The Speakeasy Blog
Based on existing empirical evidence, we expect that the legalization of recreational marijuana in Colorado and Washington will lead to increased marijuana consumption coupled with decreased alcohol consumption. As a consequence, these states will experience a reduction in the social harms resulting from alcohol use.
The article discusses alcohol's relationship to traffic fatalities and violent crime, including domestic abuse, predicting that marijuana legalization will reduce those problems, with youth use of marijuana remaining stable.
The substitution question has been raised repeatedly at academic fora on marijuana legalization since the Colorado and Washington initiatives passed last year. In our movement we have tended to assume that they are substitutes, but not all academics are sure. At a one-day conference held by the RAND Drug Policy Research Center, at their Washington office, one of the guest presenters said the evidence they've seen "clearly" indicates that marijuana is a complement for alcohol use, e.g. increased availability of marijuana could have the effect of increasing alcohol use and is at least correlated with it. Another one of the guest presenters immediate chimed in to say that the evidence his team has seen "clearly" indicates that marijuana and alcohol are substitutes.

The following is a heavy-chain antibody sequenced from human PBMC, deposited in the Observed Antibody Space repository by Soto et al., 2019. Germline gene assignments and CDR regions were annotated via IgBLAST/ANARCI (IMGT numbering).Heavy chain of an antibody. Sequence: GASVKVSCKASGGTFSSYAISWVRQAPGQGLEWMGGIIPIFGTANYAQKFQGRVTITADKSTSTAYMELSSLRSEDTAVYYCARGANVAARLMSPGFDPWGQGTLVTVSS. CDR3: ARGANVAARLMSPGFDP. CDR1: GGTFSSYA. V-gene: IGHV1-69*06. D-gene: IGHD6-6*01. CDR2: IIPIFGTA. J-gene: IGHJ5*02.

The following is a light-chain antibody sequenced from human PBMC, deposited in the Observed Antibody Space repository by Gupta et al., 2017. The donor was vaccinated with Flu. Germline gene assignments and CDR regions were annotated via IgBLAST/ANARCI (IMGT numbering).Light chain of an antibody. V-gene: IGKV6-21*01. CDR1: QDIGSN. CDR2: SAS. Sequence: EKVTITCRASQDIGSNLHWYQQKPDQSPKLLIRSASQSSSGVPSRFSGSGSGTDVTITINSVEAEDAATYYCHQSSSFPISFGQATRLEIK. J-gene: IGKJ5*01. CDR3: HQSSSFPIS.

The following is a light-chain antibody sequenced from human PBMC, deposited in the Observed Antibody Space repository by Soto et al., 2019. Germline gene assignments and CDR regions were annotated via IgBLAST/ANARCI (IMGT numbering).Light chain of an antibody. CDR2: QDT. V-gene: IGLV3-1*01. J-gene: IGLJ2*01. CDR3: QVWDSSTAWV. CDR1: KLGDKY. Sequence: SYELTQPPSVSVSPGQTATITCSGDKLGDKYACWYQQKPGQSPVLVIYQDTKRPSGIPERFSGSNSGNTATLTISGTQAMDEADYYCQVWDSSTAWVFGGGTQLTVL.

DPRC co-director Beau Kilmer often notes that a change in the amount of alcohol use, up or down, could dwarf any increase in marijuana use in terms of its public health ramifications, because alcohol is more harmful than marijuana. But he's cited evidence pointing in both directions, sometimes in different directions for different groups of people. Hopefully the JPAM study's findings will be born out by further research.
September 11, 2013
NOTICE OF COMMITTEE HEARING
The Senate Committee on the Judiciary has scheduled a hearing entitled "Reevaluating the Effectiveness of Federal Mandatory Minimum Sentences" for Wednesday, September 18, 2013 at 10:00 a.m. in Room 226 of the Dirksen Senate Office Building.